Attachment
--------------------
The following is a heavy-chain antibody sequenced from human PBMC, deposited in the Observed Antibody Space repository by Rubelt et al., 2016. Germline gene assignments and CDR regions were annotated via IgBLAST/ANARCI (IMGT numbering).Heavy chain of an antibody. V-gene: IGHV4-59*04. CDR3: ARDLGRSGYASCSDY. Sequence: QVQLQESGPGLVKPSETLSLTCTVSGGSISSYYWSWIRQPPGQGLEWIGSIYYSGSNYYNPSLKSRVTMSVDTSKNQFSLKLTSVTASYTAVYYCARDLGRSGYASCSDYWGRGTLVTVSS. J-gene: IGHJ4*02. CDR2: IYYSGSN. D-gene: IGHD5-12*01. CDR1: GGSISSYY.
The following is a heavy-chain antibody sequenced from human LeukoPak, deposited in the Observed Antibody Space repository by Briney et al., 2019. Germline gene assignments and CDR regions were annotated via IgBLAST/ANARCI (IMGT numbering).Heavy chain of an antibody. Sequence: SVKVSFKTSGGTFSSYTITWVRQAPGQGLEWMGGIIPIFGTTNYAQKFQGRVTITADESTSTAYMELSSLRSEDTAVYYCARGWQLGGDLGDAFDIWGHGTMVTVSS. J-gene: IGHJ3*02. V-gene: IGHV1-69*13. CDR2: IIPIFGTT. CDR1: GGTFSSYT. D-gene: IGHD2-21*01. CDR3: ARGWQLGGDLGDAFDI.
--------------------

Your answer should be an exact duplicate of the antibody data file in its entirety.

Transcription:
The following is a heavy-chain antibody sequenced from human PBMC, deposited in the Observed Antibody Space repository by Rubelt et al., 2016. Germline gene assignments and CDR regions were annotated via IgBLAST/ANARCI (IMGT numbering).Heavy chain of an antibody. V-gene: IGHV4-59*04. CDR3: ARDLGRSGYASCSDY. Sequence: QVQLQESGPGLVKPSETLSLTCTVSGGSISSYYWSWIRQPPGQGLEWIGSIYYSGSNYYNPSLKSRVTMSVDTSKNQFSLKLTSVTASYTAVYYCARDLGRSGYASCSDYWGRGTLVTVSS. J-gene: IGHJ4*02. CDR2: IYYSGSN. D-gene: IGHD5-12*01. CDR1: GGSISSYY.
The following is a heavy-chain antibody sequenced from human LeukoPak, deposited in the Observed Antibody Space repository by Briney et al., 2019. Germline gene assignments and CDR regions were annotated via IgBLAST/ANARCI (IMGT numbering).Heavy chain of an antibody. Sequence: SVKVSFKTSGGTFSSYTITWVRQAPGQGLEWMGGIIPIFGTTNYAQKFQGRVTITADESTSTAYMELSSLRSEDTAVYYCARGWQLGGDLGDAFDIWGHGTMVTVSS. J-gene: IGHJ3*02. V-gene: IGHV1-69*13. CDR2: IIPIFGTT. CDR1: GGTFSSYT. D-gene: IGHD2-21*01. CDR3: ARGWQLGGDLGDAFDI.